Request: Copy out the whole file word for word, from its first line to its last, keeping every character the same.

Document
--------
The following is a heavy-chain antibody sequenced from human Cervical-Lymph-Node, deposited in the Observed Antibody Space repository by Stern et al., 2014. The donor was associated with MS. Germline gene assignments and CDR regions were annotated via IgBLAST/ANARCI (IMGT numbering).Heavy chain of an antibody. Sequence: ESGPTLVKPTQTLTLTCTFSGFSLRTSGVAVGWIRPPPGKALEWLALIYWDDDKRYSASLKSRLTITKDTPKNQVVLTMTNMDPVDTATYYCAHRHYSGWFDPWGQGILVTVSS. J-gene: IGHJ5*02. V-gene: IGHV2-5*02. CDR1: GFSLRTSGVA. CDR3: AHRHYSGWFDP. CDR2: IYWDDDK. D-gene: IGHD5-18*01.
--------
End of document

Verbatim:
The following is a heavy-chain antibody sequenced from human Cervical-Lymph-Node, deposited in the Observed Antibody Space repository by Stern et al., 2014. The donor was associated with MS. Germline gene assignments and CDR regions were annotated via IgBLAST/ANARCI (IMGT numbering).Heavy chain of an antibody. Sequence: ESGPTLVKPTQTLTLTCTFSGFSLRTSGVAVGWIRPPPGKALEWLALIYWDDDKRYSASLKSRLTITKDTPKNQVVLTMTNMDPVDTATYYCAHRHYSGWFDPWGQGILVTVSS. J-gene: IGHJ5*02. V-gene: IGHV2-5*02. CDR1: GFSLRTSGVA. CDR3: AHRHYSGWFDP. CDR2: IYWDDDK. D-gene: IGHD5-18*01.